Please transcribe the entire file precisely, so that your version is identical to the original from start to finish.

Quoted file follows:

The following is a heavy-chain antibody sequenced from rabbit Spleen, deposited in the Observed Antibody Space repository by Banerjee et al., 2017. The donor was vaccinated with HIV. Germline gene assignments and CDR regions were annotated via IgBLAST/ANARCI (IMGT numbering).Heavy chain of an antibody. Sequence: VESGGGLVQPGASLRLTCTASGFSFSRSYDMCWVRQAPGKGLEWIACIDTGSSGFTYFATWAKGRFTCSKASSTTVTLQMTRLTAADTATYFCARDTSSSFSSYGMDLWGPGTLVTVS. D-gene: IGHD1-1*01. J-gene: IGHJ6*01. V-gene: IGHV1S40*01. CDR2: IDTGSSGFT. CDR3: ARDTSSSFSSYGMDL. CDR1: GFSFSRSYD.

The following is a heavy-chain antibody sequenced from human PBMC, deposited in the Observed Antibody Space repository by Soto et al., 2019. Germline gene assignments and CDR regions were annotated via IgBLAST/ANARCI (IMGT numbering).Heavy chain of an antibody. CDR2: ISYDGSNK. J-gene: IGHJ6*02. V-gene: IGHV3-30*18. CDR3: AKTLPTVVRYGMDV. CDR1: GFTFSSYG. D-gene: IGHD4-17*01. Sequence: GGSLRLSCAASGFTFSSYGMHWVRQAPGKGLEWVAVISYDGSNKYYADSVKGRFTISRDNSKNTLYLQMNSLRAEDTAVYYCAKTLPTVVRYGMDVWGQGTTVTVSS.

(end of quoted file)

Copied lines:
The following is a heavy-chain antibody sequenced from rabbit Spleen, deposited in the Observed Antibody Space repository by Banerjee et al., 2017. The donor was vaccinated with HIV. Germline gene assignments and CDR regions were annotated via IgBLAST/ANARCI (IMGT numbering).Heavy chain of an antibody. Sequence: VESGGGLVQPGASLRLTCTASGFSFSRSYDMCWVRQAPGKGLEWIACIDTGSSGFTYFATWAKGRFTCSKASSTTVTLQMTRLTAADTATYFCARDTSSSFSSYGMDLWGPGTLVTVS. D-gene: IGHD1-1*01. J-gene: IGHJ6*01. V-gene: IGHV1S40*01. CDR2: IDTGSSGFT. CDR3: ARDTSSSFSSYGMDL. CDR1: GFSFSRSYD.

The following is a heavy-chain antibody sequenced from human PBMC, deposited in the Observed Antibody Space repository by Soto et al., 2019. Germline gene assignments and CDR regions were annotated via IgBLAST/ANARCI (IMGT numbering).Heavy chain of an antibody. CDR2: ISYDGSNK. J-gene: IGHJ6*02. V-gene: IGHV3-30*18. CDR3: AKTLPTVVRYGMDV. CDR1: GFTFSSYG. D-gene: IGHD4-17*01. Sequence: GGSLRLSCAASGFTFSSYGMHWVRQAPGKGLEWVAVISYDGSNKYYADSVKGRFTISRDNSKNTLYLQMNSLRAEDTAVYYCAKTLPTVVRYGMDVWGQGTTVTVSS.